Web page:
Who is the weak link in mobile security? This study suggests it's the C-suite

A survey of IT pros and top execs found that IT is worried about the lax attitude their bosses have toward security.

5 things developers should know about data privacy and security

MobileIron has released a report that paints a troubling picture of tension between C-suite executives and IT decision makers when it comes to mobile device security. 

The findings, the report states, suggest "that C-suite executives often bypass their organization's mobile security protocols, putting businesses around the world at significant risk of a data breach and highlighting the need for newer technologies to allow employees to be secure and productive at the same time."

Why the C-suite feels above mobile security

The report describes the problem plainly, "C-level executives often view themselves as above their organization's security protocols." 

It found that 68% of executives surveyed claimed that IT security compromises their security, 62% said policies restrict device usability, and 42% said that IT security is a low priority for them. 

SEE: Security Awareness and Training policy (TechRepublic Premium)

Those beliefs have led to 76% of C-suite occupants bypassing their organization's security protocols to get something done faster in the past year, while at the same time saying (88% of respondents) that IT security is an essential part of protecting the reputation of their organizations. 

Further, 47% requested network access for unsupported devices, 45% asked to bypass multifactor authentication, and 37% wanted to access business data on an unauthorized app.

These attitudes are held by executives despite 84% saying that they were targeted by at least one cyberattack in the past year, with more than half of those attacks being phishing attempts.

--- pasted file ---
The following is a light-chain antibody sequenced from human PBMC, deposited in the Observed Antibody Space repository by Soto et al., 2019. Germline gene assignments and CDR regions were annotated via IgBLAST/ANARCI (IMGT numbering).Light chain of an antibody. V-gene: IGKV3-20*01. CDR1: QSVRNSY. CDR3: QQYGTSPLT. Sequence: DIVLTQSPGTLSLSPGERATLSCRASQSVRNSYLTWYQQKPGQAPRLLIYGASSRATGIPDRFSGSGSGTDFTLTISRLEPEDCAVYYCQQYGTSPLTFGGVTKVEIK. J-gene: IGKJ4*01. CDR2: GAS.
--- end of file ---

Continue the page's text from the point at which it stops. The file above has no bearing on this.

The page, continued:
How IT sees the C-suite

The self-reported numbers from business executives don't put them in a positive light, at least from a cybersecurity perspective, and IT leaders seem to be picking up on that. 78% of IT professionals who responded to the survey said that the C-suite is most likely to be targeted by phishing attacks, and 71% say those same executives are the most likely in their organizations to fall for such an attack.

SEE: VPN: Picking a provider and troubleshooting tips (free PDF) (TechRepublic)

74% of IT respondents also say that C-suite executives are the most likely to ask for relaxed mobile security for themselves; all of these numbers combine to create a tense environment between IT and executives, said Brian Foster, MobileIron's SVP for product management.

"In today's modern enterprise, cybersecurity can't be an optional extra. Businesses need to ensure they have a dynamic security foundation in place that works for everyone within the organization," Foster said. 

What organizations need to do to fix mobile device security

C-suite executives have concerns that need to be addressed: Feeling like privacy is compromised by mobile security isn't a new complaint, after all, but neither is the idea that executives are bigger risks to organizational security.

Mobile security, the report concludes, needs to be a seamless experiences that's " easy to use,
ensuring that employees across the whole business can achieve maximum productivity without interruption, and without feeling that their own personal privacy is being compromised." 

MobileIron is a zero trust security provider that specializes in securing mobile devices, so it's no surprise that the report suggests implementing a zero trust approach, which can "significantly reduce the level of risk to [an] organization by taking complete control of data as it flows across devices, applications, networks and cloud services – no matter who in the business is trying to access it."

Also see

cxoistock000030494882small.jpg